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Resale royalty rights

In 2002, following a Commonwealth Government inquiry into the contemporary visual arts and crafts sector, Arts Minister Rod Kemp released the Myer Report. This report recommended the introduction of legislation that would entitle artists to a share of the sale price each time their art is resold. This is known as a resale royalty.

In March 2006, the Federal Member for Fraser, Bob McMullan, announced he would introduce a private member’s Bill into Parliament that would grant artists resale royalties. The introduction of a resale royalty was motivated by record sales achieved for Indigenous artwork. Sales now exceed $10 million a year. ‘All of which’, as one commentator observes, ‘is good for the Indigenous art market, if not, in the absence of a resale royalty, for the artists who painted the works’ (Strickland, 2005).

Resale royalty rights provide that visual artists continue to share in the economic returns that their works attract after the original sale. In introducing the Bill, Mr McMullan said that a resale royalty is a means to address perceived inequities arising from and compounded by the resale of art , including Indigenous art, for large sums without benefit to the artists.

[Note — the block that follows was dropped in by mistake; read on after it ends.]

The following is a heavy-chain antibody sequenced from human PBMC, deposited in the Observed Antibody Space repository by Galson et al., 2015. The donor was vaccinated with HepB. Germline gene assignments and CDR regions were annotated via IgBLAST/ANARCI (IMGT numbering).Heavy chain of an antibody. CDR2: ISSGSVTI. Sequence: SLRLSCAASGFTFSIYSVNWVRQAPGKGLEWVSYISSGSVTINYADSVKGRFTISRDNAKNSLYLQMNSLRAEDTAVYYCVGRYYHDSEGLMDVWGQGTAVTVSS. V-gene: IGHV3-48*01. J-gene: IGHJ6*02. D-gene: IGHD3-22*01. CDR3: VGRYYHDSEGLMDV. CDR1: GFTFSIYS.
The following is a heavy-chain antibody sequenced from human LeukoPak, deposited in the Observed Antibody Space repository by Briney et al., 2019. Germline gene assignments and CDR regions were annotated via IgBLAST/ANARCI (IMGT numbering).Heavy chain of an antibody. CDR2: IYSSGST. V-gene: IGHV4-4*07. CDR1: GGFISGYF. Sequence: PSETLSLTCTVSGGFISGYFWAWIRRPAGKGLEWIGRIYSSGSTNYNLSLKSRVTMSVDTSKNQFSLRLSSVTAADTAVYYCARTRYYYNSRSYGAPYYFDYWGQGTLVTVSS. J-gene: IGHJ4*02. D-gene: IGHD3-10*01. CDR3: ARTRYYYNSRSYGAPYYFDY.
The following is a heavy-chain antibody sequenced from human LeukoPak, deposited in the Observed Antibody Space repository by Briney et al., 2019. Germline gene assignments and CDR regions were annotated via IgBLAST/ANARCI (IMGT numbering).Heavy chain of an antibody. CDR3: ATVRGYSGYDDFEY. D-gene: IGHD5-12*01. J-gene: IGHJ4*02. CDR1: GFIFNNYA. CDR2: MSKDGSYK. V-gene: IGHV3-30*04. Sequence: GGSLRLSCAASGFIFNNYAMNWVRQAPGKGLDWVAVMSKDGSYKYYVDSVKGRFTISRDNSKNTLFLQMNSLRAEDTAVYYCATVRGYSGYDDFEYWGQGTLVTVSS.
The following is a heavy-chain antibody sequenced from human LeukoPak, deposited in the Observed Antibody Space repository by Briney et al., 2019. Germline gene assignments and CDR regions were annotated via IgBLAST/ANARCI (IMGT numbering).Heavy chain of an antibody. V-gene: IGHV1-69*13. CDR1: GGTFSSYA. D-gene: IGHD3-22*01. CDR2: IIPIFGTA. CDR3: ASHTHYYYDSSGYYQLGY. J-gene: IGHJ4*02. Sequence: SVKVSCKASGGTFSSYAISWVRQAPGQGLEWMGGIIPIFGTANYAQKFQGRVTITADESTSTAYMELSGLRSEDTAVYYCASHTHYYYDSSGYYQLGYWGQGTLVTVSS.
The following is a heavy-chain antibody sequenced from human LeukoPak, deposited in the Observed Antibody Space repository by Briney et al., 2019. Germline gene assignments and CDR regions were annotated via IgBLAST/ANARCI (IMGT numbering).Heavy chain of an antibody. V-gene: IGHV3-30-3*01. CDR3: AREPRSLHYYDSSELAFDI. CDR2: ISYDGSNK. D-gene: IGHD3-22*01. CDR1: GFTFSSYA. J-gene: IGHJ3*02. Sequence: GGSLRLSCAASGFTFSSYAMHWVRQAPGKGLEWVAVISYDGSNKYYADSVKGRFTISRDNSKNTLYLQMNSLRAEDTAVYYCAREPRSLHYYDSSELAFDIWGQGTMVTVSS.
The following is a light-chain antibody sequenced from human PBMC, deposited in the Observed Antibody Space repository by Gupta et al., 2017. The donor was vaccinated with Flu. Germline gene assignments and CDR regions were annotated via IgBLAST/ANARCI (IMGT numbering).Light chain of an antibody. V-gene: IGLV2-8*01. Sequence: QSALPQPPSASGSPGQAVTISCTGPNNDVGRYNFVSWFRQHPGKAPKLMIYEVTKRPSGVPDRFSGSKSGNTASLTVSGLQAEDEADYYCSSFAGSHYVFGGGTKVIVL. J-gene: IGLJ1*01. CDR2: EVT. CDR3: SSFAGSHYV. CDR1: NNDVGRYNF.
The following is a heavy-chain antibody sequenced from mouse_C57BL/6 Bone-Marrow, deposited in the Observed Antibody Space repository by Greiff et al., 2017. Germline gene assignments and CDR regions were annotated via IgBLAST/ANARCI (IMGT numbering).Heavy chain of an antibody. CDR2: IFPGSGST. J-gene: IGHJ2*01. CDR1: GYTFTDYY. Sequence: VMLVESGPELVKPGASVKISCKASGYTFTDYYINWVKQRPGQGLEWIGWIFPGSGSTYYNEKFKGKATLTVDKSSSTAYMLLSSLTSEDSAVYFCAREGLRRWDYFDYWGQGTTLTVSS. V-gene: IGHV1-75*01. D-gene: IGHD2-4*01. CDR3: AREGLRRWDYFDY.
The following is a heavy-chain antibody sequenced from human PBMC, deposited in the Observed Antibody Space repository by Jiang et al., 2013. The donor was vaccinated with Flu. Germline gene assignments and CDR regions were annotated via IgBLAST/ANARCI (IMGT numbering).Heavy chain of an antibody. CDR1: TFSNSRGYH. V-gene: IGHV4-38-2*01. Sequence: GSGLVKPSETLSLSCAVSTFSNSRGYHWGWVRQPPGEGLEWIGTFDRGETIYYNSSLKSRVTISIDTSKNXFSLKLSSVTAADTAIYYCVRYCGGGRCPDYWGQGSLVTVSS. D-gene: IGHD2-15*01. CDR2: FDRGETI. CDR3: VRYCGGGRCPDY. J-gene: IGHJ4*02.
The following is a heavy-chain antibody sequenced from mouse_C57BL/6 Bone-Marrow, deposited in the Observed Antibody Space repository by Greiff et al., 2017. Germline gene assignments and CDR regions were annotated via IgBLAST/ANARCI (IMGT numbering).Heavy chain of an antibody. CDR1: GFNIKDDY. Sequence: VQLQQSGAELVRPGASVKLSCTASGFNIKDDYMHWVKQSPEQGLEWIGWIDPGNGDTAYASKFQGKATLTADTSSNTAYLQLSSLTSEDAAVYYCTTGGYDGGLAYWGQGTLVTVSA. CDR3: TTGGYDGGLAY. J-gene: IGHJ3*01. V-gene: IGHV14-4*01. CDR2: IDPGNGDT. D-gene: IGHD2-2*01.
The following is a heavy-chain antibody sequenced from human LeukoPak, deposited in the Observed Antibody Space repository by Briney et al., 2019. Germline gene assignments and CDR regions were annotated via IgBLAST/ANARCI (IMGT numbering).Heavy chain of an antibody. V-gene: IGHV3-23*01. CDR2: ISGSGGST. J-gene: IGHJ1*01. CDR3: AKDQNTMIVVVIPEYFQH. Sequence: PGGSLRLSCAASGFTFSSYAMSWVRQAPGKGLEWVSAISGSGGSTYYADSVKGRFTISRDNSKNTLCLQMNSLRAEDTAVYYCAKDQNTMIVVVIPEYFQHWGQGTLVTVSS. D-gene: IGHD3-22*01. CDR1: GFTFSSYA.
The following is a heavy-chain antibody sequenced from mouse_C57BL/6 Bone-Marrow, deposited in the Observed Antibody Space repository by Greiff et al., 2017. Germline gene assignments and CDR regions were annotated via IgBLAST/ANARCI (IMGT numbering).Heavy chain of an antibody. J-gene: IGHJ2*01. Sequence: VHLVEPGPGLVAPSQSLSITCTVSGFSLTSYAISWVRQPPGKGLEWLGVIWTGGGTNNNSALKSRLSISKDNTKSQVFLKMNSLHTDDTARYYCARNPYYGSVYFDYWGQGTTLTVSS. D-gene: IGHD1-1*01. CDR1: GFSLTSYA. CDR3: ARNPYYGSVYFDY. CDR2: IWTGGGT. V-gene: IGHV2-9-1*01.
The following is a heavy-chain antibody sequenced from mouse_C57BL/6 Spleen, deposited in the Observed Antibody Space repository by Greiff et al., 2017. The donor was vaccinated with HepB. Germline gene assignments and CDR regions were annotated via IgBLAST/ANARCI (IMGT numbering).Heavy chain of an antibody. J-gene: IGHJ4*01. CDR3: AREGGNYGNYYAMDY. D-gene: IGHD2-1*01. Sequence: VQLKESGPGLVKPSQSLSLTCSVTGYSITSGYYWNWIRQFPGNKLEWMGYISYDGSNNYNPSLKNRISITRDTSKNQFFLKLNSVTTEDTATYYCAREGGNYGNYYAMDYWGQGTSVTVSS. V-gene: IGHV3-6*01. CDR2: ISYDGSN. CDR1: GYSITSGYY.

Visual artworks are distinct from other forms of artistic expression in the way that the artist is usually remunerated. For writers, composers or filmmakers, the income stream to a creator usually flows from the licensing of editions, performances or screenings of the work rather than the sale of the original. But for most visual artists, the sale of the original work generates the largest income stream. Artists do not typically have an equivalent means for gaining an economic return for the use of their works. This is because the value is in the original work, not reproductions, and their original artworks are usually not ‘performable’.

A resale royalty seeks to correct this imbalance by providing that a proportion of the price paid when an artist’s original work is resold is paid to the creator of the work. Resales of artworks often occur in art auction houses, in commercial galleries and increasingly through electronic trade. Artists are among the lowest paid workers in Australia and a resale royalty scheme could provide a significant reward for their creative effort and improve their economic status.

Some major reasons to support a resale royalty scheme are that:

  • it will provide an additional income stream to some artists (and their families)
  • it recognises the value of artists to Australian society
  • it provides Australian artists with an internationally recognised right.
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